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Ardis LELITO, Personal Representative of the Estate of Helen Rich, Deceased, Plaintiff-Appellant, v. Shirley Vernon MONROE, Defendant-Appellee.
Plaintiff appeals as of right the trial court's order granting summary disposition in defendant's favor and dismissing plaintiff's complaint. Because we find that an individual gun owner who leaves a weapon in a location accessible to a convicted felon but has no reason to foresee the felon's misuse of the weapon is not civilly liable for the felon's misuse of the weapon, we affirm.
The facts in this matter are straightforward and undisputed. Helen Rich and her boyfriend, Elick Verdulla, moved in with defendant and his wife when Rich fell upon hard times. Defendant owned several firearms, including a black-powder revolver, which he kept in a cabinet in his bedroom. Verdulla was aware of where the revolver was kept, and, on a day when defendant and his wife were absent from the home, he retrieved the revolver, and shot and killed Rich.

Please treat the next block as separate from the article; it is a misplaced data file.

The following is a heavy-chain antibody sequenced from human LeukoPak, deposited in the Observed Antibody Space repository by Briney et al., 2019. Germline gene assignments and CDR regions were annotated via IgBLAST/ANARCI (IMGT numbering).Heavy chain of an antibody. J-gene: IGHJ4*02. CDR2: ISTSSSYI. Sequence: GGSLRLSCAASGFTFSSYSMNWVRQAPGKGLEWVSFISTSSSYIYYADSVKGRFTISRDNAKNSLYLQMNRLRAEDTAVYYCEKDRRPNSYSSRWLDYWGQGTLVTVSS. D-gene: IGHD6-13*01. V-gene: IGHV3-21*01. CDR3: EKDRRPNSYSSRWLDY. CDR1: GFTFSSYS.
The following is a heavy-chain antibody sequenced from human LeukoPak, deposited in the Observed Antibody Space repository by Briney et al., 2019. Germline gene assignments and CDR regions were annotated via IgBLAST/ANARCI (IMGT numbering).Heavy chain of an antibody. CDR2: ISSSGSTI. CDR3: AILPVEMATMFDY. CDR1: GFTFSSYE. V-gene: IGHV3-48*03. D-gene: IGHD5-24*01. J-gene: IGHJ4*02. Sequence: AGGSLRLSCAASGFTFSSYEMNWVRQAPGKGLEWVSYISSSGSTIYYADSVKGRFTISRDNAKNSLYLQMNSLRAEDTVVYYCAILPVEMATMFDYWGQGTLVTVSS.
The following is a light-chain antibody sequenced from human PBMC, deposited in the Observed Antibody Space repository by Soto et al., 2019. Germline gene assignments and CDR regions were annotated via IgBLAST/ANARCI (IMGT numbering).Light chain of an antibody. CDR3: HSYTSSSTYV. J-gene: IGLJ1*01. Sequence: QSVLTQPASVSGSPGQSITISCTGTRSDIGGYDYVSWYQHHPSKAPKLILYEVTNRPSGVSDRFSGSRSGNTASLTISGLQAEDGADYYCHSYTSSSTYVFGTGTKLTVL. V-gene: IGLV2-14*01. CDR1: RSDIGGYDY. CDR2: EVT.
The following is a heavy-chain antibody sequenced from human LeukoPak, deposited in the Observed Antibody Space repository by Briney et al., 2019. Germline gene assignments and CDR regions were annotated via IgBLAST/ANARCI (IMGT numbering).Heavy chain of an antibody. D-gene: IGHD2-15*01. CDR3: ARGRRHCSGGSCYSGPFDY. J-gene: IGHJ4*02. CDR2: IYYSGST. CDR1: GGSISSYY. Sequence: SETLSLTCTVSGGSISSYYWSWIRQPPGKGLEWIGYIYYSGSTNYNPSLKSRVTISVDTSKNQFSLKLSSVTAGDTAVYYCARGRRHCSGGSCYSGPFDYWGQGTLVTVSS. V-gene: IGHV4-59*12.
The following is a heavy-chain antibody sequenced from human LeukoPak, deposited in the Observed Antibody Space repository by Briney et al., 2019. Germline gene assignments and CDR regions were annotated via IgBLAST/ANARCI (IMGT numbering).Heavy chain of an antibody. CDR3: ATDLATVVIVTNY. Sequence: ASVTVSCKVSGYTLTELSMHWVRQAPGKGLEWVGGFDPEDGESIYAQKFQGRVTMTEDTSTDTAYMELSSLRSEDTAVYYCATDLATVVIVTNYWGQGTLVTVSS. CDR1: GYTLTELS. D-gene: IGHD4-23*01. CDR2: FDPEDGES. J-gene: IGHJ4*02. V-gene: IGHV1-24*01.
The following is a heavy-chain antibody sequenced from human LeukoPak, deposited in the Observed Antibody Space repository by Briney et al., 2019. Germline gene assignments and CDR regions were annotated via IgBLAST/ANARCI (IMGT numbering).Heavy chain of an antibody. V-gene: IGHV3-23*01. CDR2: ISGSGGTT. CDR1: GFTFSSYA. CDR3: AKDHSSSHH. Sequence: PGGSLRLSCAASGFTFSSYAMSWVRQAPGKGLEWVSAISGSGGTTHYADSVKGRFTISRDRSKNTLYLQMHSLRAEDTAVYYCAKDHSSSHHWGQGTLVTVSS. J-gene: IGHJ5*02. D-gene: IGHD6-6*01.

Plaintiff initiated suit against defendant, alleging strict liability and negligence in leaving a loaded firearm in a location known to Verdulla, whom defendant knew to be a convicted felon. Defendant moved for summary disposition pursuant to MCR 2.116(C)(10), arguing that no strict liability applied in this matter and that defendant was not negligent with respect to plaintiff's decedent. After oral argument, the trial court granted defendant's motion for summary disposition and dismissed plaintiff's complaint with prejudice.